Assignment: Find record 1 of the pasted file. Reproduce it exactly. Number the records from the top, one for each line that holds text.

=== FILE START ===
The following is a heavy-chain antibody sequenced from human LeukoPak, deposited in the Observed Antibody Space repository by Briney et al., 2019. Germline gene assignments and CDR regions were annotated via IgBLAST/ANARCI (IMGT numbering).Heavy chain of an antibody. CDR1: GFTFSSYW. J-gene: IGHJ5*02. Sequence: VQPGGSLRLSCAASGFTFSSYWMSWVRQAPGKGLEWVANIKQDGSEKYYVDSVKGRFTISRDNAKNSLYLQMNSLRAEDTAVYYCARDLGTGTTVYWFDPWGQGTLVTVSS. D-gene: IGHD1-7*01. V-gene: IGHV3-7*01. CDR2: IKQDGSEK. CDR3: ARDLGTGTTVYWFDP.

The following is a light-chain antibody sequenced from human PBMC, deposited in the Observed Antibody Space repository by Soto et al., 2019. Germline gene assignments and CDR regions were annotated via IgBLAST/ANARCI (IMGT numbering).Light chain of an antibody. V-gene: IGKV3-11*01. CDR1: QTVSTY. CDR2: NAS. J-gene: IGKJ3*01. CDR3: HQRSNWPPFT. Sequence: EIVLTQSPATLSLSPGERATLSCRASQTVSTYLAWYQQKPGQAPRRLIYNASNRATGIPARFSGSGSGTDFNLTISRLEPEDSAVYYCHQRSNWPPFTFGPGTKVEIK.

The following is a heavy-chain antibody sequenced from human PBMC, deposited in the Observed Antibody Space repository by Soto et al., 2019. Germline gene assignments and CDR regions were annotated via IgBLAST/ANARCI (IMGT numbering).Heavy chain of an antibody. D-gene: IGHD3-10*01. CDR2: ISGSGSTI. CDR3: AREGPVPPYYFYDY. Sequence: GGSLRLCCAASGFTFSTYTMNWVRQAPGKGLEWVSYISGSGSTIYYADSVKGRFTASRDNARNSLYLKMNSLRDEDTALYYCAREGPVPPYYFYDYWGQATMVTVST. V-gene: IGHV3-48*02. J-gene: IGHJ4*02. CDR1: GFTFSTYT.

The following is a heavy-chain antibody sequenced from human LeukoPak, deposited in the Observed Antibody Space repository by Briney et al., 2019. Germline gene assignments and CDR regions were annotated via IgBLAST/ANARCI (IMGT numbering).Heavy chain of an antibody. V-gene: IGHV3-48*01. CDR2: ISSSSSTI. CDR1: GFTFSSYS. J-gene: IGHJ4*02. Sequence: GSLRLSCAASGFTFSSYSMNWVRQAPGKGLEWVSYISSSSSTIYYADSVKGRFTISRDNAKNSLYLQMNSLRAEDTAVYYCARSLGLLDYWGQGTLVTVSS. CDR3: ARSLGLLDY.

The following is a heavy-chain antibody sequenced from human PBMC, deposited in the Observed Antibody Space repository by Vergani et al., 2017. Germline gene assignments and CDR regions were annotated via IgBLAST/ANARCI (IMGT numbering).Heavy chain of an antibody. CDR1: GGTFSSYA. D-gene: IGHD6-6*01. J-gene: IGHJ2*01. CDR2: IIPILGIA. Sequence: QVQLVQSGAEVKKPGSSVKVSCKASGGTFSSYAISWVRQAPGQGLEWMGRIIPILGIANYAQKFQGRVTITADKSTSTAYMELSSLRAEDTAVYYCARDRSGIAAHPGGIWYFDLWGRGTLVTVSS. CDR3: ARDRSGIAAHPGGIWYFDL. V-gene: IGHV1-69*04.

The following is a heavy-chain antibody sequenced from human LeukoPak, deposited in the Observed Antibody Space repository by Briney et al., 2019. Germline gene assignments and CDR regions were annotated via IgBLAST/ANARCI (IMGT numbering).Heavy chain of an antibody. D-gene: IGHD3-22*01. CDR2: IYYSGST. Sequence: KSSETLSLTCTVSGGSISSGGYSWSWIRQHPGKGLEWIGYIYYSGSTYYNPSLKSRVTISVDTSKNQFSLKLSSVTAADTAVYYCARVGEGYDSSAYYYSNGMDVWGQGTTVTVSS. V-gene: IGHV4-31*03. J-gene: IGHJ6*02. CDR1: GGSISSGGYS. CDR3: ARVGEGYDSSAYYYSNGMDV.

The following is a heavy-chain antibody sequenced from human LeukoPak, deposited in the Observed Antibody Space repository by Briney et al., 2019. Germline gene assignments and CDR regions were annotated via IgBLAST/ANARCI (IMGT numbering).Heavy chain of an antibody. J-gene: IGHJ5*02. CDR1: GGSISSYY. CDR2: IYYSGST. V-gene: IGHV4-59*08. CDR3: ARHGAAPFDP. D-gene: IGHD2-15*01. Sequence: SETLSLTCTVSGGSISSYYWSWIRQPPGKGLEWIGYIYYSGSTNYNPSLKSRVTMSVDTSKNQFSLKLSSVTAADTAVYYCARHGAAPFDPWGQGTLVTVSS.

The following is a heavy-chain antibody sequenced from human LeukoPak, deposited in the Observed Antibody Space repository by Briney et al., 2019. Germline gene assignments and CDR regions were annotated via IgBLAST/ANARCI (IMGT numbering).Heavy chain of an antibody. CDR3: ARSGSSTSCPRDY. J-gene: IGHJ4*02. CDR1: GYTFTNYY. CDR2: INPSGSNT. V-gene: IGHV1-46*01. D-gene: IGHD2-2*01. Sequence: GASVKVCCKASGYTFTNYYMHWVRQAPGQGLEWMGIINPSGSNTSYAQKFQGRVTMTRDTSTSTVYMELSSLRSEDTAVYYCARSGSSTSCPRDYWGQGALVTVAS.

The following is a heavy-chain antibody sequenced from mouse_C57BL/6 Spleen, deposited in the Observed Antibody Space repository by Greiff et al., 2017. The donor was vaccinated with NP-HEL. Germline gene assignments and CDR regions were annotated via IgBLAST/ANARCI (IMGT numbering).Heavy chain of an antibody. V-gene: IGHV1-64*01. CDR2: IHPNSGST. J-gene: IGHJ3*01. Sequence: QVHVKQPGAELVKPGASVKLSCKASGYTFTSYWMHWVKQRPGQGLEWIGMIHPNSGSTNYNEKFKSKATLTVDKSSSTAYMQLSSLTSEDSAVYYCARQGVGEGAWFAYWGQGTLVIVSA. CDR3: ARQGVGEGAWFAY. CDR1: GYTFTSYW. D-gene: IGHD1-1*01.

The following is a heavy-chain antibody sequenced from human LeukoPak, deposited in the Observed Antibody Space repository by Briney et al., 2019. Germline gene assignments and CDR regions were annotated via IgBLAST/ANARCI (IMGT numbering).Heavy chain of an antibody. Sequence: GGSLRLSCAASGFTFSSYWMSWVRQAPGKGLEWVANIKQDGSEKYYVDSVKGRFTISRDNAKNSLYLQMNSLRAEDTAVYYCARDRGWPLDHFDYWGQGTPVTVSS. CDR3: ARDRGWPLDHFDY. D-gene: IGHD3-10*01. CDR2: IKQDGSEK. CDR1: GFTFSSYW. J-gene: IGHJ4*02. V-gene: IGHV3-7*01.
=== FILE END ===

The following is a heavy-chain antibody sequenced from human LeukoPak, deposited in the Observed Antibody Space repository by Briney et al., 2019. Germline gene assignments and CDR regions were annotated via IgBLAST/ANARCI (IMGT numbering).Heavy chain of an antibody. CDR1: GFTFSSYW. J-gene: IGHJ5*02. Sequence: VQPGGSLRLSCAASGFTFSSYWMSWVRQAPGKGLEWVANIKQDGSEKYYVDSVKGRFTISRDNAKNSLYLQMNSLRAEDTAVYYCARDLGTGTTVYWFDPWGQGTLVTVSS. D-gene: IGHD1-7*01. V-gene: IGHV3-7*01. CDR2: IKQDGSEK. CDR3: ARDLGTGTTVYWFDP.